• Re:SCADA vulns (Score:5, Interesting)

    by mlts (1038732) * on Friday November 18, 2011 @03:10PM (#38102398)

    The ironic thing, there is a secure way to get GIS info out, although it isn't the fastest method. I did this on a lab network that needed to be air-gapped from everything else:

    1: Build two machines, each has a NIC, and both have a serial card ($60 from NewEgg for a PCIe to Serial.)

    2: Build a custom cable with the RX wires cut, so data only goes one way. I did this so an intruder has no chance of being able to send anything to the box on the secure network, much less create a SLIP or PPP connection.

    3: Configure one box on the secure network. It scrapes input from the embedded boxes, formats it (so stuff from one device is marked as such so it can be told apart from a different one and to help keep both machines in sync), then pushes it over the serial device.

    4: The other box is configured to passively take what comes over the serial port, un-format it (so stuff from one device goes to one web server, stuff from another device gets E-mailed to an admin, alerts get set if something is wrong, etc.)

    The result of this is being able to get reports from the embedded boxes on a real-time basis, but without any way of a remote intruder ever getting on the network. Since the physical serial cable cannot send any data to the machine on the embedded network, it would take a physical attack in order to compromise the boxes.

    I'm sure there are faster ways to get data across a cable one-way, but this was ideal, as the data obtained was not much, and the latency of the multiple steps to shoot it to a box, stuff it across a serial pipe, then on the other side, send it where it needs to go was just fine.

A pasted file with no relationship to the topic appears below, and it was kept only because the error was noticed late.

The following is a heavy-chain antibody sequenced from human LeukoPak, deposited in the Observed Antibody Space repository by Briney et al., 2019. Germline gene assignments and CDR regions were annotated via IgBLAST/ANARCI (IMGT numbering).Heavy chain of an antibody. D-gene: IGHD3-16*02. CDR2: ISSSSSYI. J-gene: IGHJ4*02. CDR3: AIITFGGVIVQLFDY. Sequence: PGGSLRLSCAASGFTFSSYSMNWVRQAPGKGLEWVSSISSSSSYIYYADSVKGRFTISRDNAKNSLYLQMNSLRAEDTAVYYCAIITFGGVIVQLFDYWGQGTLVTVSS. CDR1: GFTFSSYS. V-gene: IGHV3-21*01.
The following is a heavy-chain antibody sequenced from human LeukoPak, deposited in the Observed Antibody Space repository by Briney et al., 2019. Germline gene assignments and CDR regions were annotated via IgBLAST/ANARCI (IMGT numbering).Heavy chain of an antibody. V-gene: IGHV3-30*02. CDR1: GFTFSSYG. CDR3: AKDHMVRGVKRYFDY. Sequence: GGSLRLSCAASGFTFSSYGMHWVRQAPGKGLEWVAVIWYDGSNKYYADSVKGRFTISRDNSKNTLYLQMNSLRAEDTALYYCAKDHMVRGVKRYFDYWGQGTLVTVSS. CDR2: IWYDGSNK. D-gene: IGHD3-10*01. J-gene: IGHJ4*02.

• by Mr. Freeman (933986) on Friday November 18, 2011 @03:15PM (#38102458)
    Perhaps it's time that people realize that a lot of things do need to be connected to external networks and that "air gap them" is simply a cop out response equivalent to saying "use a typewriter".

    Yes, some things should be air-gaped, nuclear gas centrifuges come to mind. However, many industrial control systems need to report information over the internet. Remote pumping stations, unmanned power distribution centers, etc. Having a lot of data is not simply a convenience. This data allows engineers to troubleshoot failures, predict future failures, and adjust systems for optimum efficiency.

    What's really necessary is for some kind of device that will communicate the data to remote places, but refuse to pass any messages from the outside onto the control system. I don't know how difficult this is, but it's certainly harder than "air gap it". On the other hand, this solution actually addresses the problem.
  • by Animats (122034) on Saturday November 19, 2011 @12:00AM (#38106412) Homepage

    What I'm seeing lately are water operators, IT people, and system integrators who are overzealous when it comes to connectivity and all the "neat" things that can be done remotely via technology.

    Yes. Read "Access Your Embedded Controller with Ease through a Web Server" [ti.com], from Texas Instruments, which ought to know better. "The designer should also make it as easy as possible to change the settings on a piece of equipment, reconfigure its operation, or fine-tune the system. The more intuitive and explicit that activity is, the more likely the result will be what the operator desires. Losing the instruction manual can seriously impair the user's operation of many systems."

    What that paper describes is a family of embedded controllers with a web server in each controller and no security. What's wrong with this picture?

If it happens once, it's a bug. If it happens twice, it's a feature. If it happens more than twice, it's a design philosophy.